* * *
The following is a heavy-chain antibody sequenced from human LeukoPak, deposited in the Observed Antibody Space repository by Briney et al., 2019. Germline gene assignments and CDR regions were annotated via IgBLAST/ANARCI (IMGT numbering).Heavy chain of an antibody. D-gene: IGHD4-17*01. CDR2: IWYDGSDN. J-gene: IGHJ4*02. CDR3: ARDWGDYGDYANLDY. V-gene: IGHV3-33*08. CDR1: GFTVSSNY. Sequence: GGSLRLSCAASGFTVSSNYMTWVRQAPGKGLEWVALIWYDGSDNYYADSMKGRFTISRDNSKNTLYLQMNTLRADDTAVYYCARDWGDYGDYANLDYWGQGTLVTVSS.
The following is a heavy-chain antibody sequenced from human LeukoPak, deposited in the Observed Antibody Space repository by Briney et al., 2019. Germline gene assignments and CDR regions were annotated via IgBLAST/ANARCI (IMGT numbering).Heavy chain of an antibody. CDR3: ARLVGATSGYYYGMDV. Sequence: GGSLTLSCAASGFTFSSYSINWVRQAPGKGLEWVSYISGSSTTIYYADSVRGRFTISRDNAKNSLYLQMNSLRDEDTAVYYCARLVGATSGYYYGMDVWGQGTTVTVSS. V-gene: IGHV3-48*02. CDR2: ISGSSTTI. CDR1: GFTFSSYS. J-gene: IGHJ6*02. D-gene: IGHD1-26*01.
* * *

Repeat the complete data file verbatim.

The following is a heavy-chain antibody sequenced from human LeukoPak, deposited in the Observed Antibody Space repository by Briney et al., 2019. Germline gene assignments and CDR regions were annotated via IgBLAST/ANARCI (IMGT numbering).Heavy chain of an antibody. D-gene: IGHD4-17*01. CDR2: IWYDGSDN. J-gene: IGHJ4*02. CDR3: ARDWGDYGDYANLDY. V-gene: IGHV3-33*08. CDR1: GFTVSSNY. Sequence: GGSLRLSCAASGFTVSSNYMTWVRQAPGKGLEWVALIWYDGSDNYYADSMKGRFTISRDNSKNTLYLQMNTLRADDTAVYYCARDWGDYGDYANLDYWGQGTLVTVSS.
The following is a heavy-chain antibody sequenced from human LeukoPak, deposited in the Observed Antibody Space repository by Briney et al., 2019. Germline gene assignments and CDR regions were annotated via IgBLAST/ANARCI (IMGT numbering).Heavy chain of an antibody. CDR3: ARLVGATSGYYYGMDV. Sequence: GGSLTLSCAASGFTFSSYSINWVRQAPGKGLEWVSYISGSSTTIYYADSVRGRFTISRDNAKNSLYLQMNSLRDEDTAVYYCARLVGATSGYYYGMDVWGQGTTVTVSS. V-gene: IGHV3-48*02. CDR2: ISGSSTTI. CDR1: GFTFSSYS. J-gene: IGHJ6*02. D-gene: IGHD1-26*01.